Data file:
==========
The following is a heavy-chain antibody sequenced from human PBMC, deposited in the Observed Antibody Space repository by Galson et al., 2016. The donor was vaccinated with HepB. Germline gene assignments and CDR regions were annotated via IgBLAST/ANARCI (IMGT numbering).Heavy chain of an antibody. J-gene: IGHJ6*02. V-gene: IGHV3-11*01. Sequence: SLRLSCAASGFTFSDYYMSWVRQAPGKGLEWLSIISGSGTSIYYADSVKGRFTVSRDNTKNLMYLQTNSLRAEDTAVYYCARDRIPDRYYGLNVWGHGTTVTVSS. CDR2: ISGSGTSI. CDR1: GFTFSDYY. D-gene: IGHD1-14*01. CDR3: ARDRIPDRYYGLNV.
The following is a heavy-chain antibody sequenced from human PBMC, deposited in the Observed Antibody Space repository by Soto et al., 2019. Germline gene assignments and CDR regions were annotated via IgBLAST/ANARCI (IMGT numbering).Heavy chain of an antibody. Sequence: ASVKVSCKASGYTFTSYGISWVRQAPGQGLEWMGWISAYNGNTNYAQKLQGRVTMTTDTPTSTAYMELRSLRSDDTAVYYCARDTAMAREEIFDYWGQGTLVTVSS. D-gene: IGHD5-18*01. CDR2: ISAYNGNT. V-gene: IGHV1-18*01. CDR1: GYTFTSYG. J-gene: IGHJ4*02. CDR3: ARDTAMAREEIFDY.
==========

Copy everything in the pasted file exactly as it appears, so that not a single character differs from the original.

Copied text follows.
The following is a heavy-chain antibody sequenced from human PBMC, deposited in the Observed Antibody Space repository by Galson et al., 2016. The donor was vaccinated with HepB. Germline gene assignments and CDR regions were annotated via IgBLAST/ANARCI (IMGT numbering).Heavy chain of an antibody. J-gene: IGHJ6*02. V-gene: IGHV3-11*01. Sequence: SLRLSCAASGFTFSDYYMSWVRQAPGKGLEWLSIISGSGTSIYYADSVKGRFTVSRDNTKNLMYLQTNSLRAEDTAVYYCARDRIPDRYYGLNVWGHGTTVTVSS. CDR2: ISGSGTSI. CDR1: GFTFSDYY. D-gene: IGHD1-14*01. CDR3: ARDRIPDRYYGLNV.
The following is a heavy-chain antibody sequenced from human PBMC, deposited in the Observed Antibody Space repository by Soto et al., 2019. Germline gene assignments and CDR regions were annotated via IgBLAST/ANARCI (IMGT numbering).Heavy chain of an antibody. Sequence: ASVKVSCKASGYTFTSYGISWVRQAPGQGLEWMGWISAYNGNTNYAQKLQGRVTMTTDTPTSTAYMELRSLRSDDTAVYYCARDTAMAREEIFDYWGQGTLVTVSS. D-gene: IGHD5-18*01. CDR2: ISAYNGNT. V-gene: IGHV1-18*01. CDR1: GYTFTSYG. J-gene: IGHJ4*02. CDR3: ARDTAMAREEIFDY.